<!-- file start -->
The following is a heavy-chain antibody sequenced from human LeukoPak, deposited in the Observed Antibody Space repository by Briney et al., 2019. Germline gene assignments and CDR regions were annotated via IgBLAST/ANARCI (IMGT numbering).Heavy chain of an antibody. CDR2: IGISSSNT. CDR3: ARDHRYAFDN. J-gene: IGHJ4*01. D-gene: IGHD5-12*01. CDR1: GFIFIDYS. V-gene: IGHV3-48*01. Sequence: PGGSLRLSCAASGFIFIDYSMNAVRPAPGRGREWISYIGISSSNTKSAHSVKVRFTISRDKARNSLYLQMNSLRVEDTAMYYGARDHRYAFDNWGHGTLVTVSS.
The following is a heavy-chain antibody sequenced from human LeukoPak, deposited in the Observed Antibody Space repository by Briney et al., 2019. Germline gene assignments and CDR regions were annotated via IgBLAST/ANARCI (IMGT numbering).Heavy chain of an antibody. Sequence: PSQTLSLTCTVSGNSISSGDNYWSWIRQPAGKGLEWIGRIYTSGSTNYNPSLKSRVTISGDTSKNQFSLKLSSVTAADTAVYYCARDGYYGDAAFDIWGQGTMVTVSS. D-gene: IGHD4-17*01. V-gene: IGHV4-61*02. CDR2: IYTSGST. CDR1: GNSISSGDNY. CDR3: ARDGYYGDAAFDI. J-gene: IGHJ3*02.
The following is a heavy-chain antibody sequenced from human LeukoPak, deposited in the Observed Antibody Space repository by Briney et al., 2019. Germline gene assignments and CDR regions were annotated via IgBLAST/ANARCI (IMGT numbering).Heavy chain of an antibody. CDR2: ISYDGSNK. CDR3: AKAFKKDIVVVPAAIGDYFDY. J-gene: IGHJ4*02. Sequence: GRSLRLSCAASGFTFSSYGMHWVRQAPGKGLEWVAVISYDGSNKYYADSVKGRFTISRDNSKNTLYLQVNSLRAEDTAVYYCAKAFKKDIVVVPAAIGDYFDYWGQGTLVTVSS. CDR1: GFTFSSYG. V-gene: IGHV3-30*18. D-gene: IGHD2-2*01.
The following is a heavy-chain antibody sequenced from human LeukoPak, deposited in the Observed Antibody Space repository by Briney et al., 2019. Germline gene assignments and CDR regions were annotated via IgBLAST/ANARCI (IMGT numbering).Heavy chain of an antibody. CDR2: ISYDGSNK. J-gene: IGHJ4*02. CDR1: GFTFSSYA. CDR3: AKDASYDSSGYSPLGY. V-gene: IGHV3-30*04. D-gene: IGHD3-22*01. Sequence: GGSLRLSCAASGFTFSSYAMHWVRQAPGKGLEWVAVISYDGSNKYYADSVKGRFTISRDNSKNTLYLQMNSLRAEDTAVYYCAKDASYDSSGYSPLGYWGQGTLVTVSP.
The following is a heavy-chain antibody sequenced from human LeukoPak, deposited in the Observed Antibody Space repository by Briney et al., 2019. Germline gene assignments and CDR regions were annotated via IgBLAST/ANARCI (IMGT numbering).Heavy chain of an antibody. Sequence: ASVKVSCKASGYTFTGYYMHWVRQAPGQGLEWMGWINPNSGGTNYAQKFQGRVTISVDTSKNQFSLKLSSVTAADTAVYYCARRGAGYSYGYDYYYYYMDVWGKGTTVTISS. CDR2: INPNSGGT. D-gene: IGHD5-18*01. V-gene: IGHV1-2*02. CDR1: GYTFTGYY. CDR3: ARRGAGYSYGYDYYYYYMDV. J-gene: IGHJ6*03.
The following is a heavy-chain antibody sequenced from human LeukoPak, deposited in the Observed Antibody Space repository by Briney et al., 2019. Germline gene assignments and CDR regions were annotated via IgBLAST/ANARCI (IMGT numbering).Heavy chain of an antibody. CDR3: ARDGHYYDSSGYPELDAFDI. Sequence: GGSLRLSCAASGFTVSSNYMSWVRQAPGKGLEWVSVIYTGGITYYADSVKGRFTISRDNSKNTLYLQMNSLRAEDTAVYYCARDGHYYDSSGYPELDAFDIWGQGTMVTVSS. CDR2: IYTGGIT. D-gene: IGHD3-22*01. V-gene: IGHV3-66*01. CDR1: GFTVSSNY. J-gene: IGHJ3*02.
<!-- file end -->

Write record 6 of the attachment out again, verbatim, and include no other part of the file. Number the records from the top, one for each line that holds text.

The following is a heavy-chain antibody sequenced from human LeukoPak, deposited in the Observed Antibody Space repository by Briney et al., 2019. Germline gene assignments and CDR regions were annotated via IgBLAST/ANARCI (IMGT numbering).Heavy chain of an antibody. CDR3: ARDGHYYDSSGYPELDAFDI. Sequence: GGSLRLSCAASGFTVSSNYMSWVRQAPGKGLEWVSVIYTGGITYYADSVKGRFTISRDNSKNTLYLQMNSLRAEDTAVYYCARDGHYYDSSGYPELDAFDIWGQGTMVTVSS. CDR2: IYTGGIT. D-gene: IGHD3-22*01. V-gene: IGHV3-66*01. CDR1: GFTVSSNY. J-gene: IGHJ3*02.